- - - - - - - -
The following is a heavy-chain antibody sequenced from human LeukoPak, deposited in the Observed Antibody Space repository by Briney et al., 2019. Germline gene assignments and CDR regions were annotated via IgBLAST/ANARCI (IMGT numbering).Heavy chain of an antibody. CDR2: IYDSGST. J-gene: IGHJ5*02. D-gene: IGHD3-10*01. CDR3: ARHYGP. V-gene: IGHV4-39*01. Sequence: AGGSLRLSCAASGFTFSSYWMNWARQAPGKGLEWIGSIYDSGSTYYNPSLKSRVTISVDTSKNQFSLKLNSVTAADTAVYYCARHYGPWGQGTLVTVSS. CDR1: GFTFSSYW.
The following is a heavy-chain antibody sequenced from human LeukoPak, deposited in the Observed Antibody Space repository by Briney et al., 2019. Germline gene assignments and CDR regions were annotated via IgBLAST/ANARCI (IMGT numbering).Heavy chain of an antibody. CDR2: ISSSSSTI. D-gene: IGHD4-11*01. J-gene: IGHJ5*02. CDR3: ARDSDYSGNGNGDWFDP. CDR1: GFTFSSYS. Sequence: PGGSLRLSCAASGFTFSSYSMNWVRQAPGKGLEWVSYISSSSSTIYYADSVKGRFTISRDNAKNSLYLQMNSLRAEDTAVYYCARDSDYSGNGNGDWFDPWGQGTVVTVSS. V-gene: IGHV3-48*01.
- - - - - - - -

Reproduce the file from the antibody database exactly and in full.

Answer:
The following is a heavy-chain antibody sequenced from human LeukoPak, deposited in the Observed Antibody Space repository by Briney et al., 2019. Germline gene assignments and CDR regions were annotated via IgBLAST/ANARCI (IMGT numbering).Heavy chain of an antibody. CDR2: IYDSGST. J-gene: IGHJ5*02. D-gene: IGHD3-10*01. CDR3: ARHYGP. V-gene: IGHV4-39*01. Sequence: AGGSLRLSCAASGFTFSSYWMNWARQAPGKGLEWIGSIYDSGSTYYNPSLKSRVTISVDTSKNQFSLKLNSVTAADTAVYYCARHYGPWGQGTLVTVSS. CDR1: GFTFSSYW.
The following is a heavy-chain antibody sequenced from human LeukoPak, deposited in the Observed Antibody Space repository by Briney et al., 2019. Germline gene assignments and CDR regions were annotated via IgBLAST/ANARCI (IMGT numbering).Heavy chain of an antibody. CDR2: ISSSSSTI. D-gene: IGHD4-11*01. J-gene: IGHJ5*02. CDR3: ARDSDYSGNGNGDWFDP. CDR1: GFTFSSYS. Sequence: PGGSLRLSCAASGFTFSSYSMNWVRQAPGKGLEWVSYISSSSSTIYYADSVKGRFTISRDNAKNSLYLQMNSLRAEDTAVYYCARDSDYSGNGNGDWFDPWGQGTVVTVSS. V-gene: IGHV3-48*01.